The link to Richard Widman's oil document was incorrect because my explanation of the link was incorporated in the URL by accident. The last line of my previous post should have read:

If you really like to read about oils, have a look at this: (http://www.widman.biz/uploads/Corvair_oil.pdf). It is a document written by a Bolivian oil guy with a passion for Corvairs, and contains a lot of reasoning about what one should think of when choosing engine oil for older cars.

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Thank you for fixing the link, this is a magnificent article. Although references aren't given to books and papers at the end, the company has run its own tests and massive amounts of data from those tests is given here. There isn't much on synthetic oils but there is enough. Some of my favorite highlights on the list of conclusions about 2/3 of the way down the document:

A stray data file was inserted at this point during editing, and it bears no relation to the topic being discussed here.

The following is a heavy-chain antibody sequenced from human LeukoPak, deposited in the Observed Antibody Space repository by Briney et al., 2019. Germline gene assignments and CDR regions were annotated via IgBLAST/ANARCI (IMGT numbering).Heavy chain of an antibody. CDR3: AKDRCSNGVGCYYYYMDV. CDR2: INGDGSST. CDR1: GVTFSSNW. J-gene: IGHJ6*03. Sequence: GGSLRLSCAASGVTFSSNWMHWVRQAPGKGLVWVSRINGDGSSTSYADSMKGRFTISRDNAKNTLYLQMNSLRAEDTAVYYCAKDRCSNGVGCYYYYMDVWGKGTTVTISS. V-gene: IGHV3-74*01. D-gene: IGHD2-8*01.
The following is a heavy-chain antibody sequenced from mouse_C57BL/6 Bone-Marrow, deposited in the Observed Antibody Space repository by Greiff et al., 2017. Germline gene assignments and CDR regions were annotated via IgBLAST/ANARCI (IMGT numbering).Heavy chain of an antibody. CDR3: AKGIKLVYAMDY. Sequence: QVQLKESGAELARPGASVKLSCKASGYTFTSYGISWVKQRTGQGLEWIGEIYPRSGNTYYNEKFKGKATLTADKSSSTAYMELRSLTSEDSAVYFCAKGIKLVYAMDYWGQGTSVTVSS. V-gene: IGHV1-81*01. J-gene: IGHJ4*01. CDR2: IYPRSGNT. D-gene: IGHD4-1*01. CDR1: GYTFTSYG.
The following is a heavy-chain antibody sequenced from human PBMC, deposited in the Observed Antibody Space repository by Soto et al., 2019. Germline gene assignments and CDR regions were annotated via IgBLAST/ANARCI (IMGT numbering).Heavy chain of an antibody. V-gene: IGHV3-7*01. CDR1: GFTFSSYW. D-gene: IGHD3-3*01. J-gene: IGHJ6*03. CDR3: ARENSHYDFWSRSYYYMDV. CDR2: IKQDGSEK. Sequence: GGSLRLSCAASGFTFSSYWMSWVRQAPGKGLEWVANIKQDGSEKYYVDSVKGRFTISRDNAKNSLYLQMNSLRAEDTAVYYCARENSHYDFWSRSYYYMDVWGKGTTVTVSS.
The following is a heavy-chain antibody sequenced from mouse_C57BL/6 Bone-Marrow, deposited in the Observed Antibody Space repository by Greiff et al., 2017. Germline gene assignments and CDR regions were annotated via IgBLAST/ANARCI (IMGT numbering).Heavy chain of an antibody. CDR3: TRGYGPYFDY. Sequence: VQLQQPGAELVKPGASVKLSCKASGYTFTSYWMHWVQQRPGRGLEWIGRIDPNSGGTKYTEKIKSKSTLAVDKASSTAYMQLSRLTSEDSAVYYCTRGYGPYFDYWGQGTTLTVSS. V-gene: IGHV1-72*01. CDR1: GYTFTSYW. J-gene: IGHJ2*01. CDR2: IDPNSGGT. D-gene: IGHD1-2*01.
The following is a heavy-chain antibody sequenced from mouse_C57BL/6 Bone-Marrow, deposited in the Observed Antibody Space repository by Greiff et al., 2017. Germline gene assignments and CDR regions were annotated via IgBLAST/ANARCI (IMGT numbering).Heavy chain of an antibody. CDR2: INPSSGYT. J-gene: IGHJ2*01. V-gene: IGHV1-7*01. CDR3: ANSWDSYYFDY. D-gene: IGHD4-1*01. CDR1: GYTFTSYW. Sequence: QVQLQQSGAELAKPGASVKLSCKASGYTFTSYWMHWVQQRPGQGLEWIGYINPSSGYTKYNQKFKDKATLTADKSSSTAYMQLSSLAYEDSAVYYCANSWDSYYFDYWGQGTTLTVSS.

Remember that the correct viscosity is your primary consideration. Increasing it beyond what it should be will cause more wear and heat. Reducing it below what is needed will cause additional bearing wear. Read your manual and use the “preferred” viscosity or the lowest viscosity that covers your temperature range.

We should recognize that the 10W-30 in the Corvair manual is probably a general recommendation for the weather ranges in the US. That is a huge range. If you are constantly driving in high temperature areas, your oil temperature is probably higher than “normal” so an oil such as a 10W-40 would give you the same start-up protection, and would be in its proper viscosity range between 105° C and 120° C instead of 95° C to 105° C. Making that a 5W-40 would give you better startup protection at the same time. But don’t use 5W-40 or 10W-40 oils that are not 100% synthetic or good semi-synthetic (note the shear of polymers above)